12 Hobbs Manufacturing Company, London

Career and St. John the Evangelist

C. Cody Barteet

Hobbs Manufacturing Company (c. 1890-1929) was a large-scale importer and manufacture of glass. The company had locations in London, Winnipeg, and Toronto. Their advertisements note that they produced leaded windows for ecclesiastical purposes, along with stained glass, memorial and portrait windows, and mirrors for both religious and residential locations.[1]  Indeed, one of Hobbs’ retail advertisements from 1904 called itself “Canada’s Great Class House” and that it “always [has] on hand a very large stock of window and fancy glass.”[2] Unfortunately, because of the mass production of glass, little is known at the present about the company’s glassmakers.


Pepall, Rosalind. “Stained Glass Windows in Montreal at the Turn of the Century.” Association for Preservation Technology. XIII.3 (1981): 48-55.

Spicer, Elizabeth. Trumpeting Our Stained Glass: The Church of St. John the Evangelist, London, Ontario. London: St. John the Evangelist, 2008.


Hobbs, light
Hobbs Manufacturing Company, Ltd. The Light of the World and Woman with Spinning Wheel. St. John the Evangelist, London, Ontario, 1934 (Photograph: Anahí González).

The Light of the World; Woman with Spinning Wheel

Hobbs Manufacturing Company, Ltd., 1934
“To the Glory of God and in Loving Memory of Francis Edgar Lawson, 1861-1911 and Lorena Hodgkins His Wife, 1861-1933).
Donated by the Family 

Of the more unique pieces within the St. John’s collection are the two images by Hobbs.  The windows draw upon the artistic work of William Holman Hunt, an English Pre-Raphaelite artist. The church’s window is based upon Hunt’s painting of “The Light of the World” (1854) in Keble College, Oxford, England. In Hunt’s image, the light radiates from two sources: the lantern the light of conscience and the halo or the light of salvation. Christ’s left-hand carries a lantern while his right is raised to imply the gesture of knocking, as in knocking on the door of the human soul. The vine-covered door does have an exterior handle, thus suggesting it must be opened from the inside. Here Hunt is adding a pictorial form to the passage from Revelations (3:20): “Behold I stand at the door and knock. If any man hear my voice and open the door I will come in to him and will sup with him and he with me.” The Hobbs’ window is significantly indebted to Hunt’s image. From the use of light to Christ’s halo doubling as the Morning Star to the covered doorway, the work is a copy of Hunt’s original theme.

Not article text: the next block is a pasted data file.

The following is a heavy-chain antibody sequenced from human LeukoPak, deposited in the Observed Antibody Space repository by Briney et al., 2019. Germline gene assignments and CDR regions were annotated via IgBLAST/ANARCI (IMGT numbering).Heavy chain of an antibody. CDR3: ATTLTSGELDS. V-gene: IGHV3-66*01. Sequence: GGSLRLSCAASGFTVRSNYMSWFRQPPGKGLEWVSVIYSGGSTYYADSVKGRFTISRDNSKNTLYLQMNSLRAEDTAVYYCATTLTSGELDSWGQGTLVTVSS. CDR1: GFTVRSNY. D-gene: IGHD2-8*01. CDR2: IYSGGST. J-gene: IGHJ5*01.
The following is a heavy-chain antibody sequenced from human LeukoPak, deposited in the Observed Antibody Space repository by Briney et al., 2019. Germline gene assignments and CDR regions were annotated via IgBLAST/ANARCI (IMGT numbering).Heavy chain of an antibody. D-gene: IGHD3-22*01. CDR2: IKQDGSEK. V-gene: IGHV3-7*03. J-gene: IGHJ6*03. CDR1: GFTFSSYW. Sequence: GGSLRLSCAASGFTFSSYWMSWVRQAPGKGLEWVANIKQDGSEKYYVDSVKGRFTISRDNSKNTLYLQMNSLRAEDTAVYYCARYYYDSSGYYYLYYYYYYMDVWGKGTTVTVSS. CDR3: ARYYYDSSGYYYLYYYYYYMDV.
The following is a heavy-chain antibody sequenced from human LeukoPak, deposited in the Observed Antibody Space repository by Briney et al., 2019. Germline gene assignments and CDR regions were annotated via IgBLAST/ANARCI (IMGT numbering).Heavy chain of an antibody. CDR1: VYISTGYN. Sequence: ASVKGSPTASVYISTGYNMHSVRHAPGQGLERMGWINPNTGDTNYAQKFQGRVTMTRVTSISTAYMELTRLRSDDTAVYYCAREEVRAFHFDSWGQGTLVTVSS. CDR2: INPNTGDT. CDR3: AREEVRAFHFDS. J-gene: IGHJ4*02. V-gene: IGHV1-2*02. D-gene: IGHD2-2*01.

Hunt, Light
William Holman Hunt, The Light of the World. Keble College, Oxford, 1854 (Photograph: public domain).

The flanking image is that of a “Woman with Spinning Wheel.”  As Elizabeth Spicer, the one-time parishioner and historian of the parish, notes that the image was chosen to honour Lorena Hodgkins for his tremendous work at St. John’s Women’s Guild and St. John’s Women’s Auxiliary of the Missionary of the Anglican Church of Canada[3].

Hobbs light
Hobbs Manufacturing Company, Ltd. The Light of the World. St. John the Evangelist, London, Ontario, 1934 (Photograph: Anahí González).


Hobbs detail, woman
Hobbs Manufacturing Company, Ltd. Detail, Woman, from Woman with Spinning Wheel. St. John the Evangelist, London, Ontario, 1934 (Photograph: Anahí González).


[1] “Hobbs Manufacturing Company, Ltd.” The London Board of Trade: Fiftieth Anniversary, 1857 –1907 (Annual Report, 1907), 101.

[2] “Canada‘s Great Glass House,“ The Retail Merchants’ Journal of Canada (July 1904), 162.

[3]  Elizbeth Spicer, Trumpeting Our Stained Glass Windows (London: St. John the Evangelist, 2008), #22.


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